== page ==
How I Went From Journalism to Software Implementation
The last time I talked to a recruiter, she asked me what my bachelor’s degree was in. When I said “Journalism,” she replied, “Oh, bless your heart. I bet you never thought when you were studying journalism that you would end up in software implementation!”
She wasn’t wrong. When I was in college during the pre-recession years, staying up past midnight every Sunday and Wednesday to put out the student newspaper and riding my bike across town to cover school board meetings, I didn’t even know what “software implementation” was, let alone that I would ever need to consider another career path besides journalism. I was one of the top students in my major, and it felt like such a good fit for me; I couldn’t imagine working anywhere else. A copy editor who had once given a talk to one of my classes said people in her position “can move anywhere and find a job,” so I figured I was set for life.
And at first, I was. I found a great copy-editing job fairly quickly after graduating in 2007; it paid $27,000 a year, a kingly sum to me at the time. Never mind that the job was in a different city and took me away from my boyfriend, who was still in school; never mind that my car, a purple Kia Sephia I’d found on Craigslist and paid $3,000 cash for, had a busted radiator and a passenger-side door that wouldn’t stay closed when it was cold outside; never mind that the news reports I heard on NPR during my commute were sounding more and more alarm bells about the coming economic decline. I had made it! I was Doing Journalism Professionally! Surely nothing could stop me from living out my dreams for the rest of my career, right?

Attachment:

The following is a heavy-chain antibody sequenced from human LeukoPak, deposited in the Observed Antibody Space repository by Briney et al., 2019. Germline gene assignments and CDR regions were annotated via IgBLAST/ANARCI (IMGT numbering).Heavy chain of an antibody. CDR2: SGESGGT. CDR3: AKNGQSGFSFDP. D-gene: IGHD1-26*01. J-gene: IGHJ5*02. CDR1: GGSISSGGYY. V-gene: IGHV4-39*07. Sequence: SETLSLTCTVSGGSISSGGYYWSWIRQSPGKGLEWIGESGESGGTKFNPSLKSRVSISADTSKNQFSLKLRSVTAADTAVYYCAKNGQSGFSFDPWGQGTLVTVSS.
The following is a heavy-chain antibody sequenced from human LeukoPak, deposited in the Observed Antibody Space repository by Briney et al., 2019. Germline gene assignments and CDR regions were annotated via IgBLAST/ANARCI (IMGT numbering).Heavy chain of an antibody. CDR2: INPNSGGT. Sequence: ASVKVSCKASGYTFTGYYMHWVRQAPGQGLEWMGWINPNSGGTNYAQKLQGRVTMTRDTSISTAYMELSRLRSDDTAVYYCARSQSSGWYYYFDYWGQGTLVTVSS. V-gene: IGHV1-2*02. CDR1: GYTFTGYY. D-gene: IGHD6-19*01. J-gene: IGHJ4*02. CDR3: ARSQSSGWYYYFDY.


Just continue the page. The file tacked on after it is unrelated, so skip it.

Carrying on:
A year later, in 2008, my boyfriend decided to go to grad school in Wichita, Kansas, and I decided to move there with him. I left the copy-editing job on good terms, figuring I’d find something else quickly enough. A year after that, my former newsroom cut its staff in half, a trend reflected by many other media outlets around the country. In the meantime, I hadn’t been able to find another full-time job in the industry. The recession was in full effect by then, and newspapers were particularly hard-hit as local businesses cut their advertising budgets and readers cancelled their subscriptions to save a few bucks.
For a few years, I strung together a bunch of freelance gigs, writing content for the local newspaper, a few low-budget “lifestyle” magazines, and even some content farms. (I also took on several side gigs, including substitute teaching and sports team photography — both great ways to learn that working with kids wasn’t necessarily my thing.) I was dying to either return to my roots in copy editing or get a gig as a “web producer” (the people who manage a media outlet’s website), but job openings were few and far between, and every position had hundreds of applicants. Meanwhile, my friends who had managed to hang onto their journalism jobs lived in constant fear of being laid off and were even subjected to the occasional furlough or pay cut — and they hadn’t been making a lot of money to begin with. At some point, I began to wonder why I was so desperate for a job in a field where the laws of supply and demand didn’t seem to apply: why so much competition for low-paid positions with no guarantee of job security?
In 2011, we relocated again, and I found a full-time job writing proposals and web content for a staffing company. Although I continued to freelance occasionally, the opportunities to do so were fewer in Cincinnati than they had been in Wichita, and after a while I lost interest in freelancing altogether. So I officially hung up my stringer’s hat and tried to look to the future, which led to signing up for a Girl Develop It class.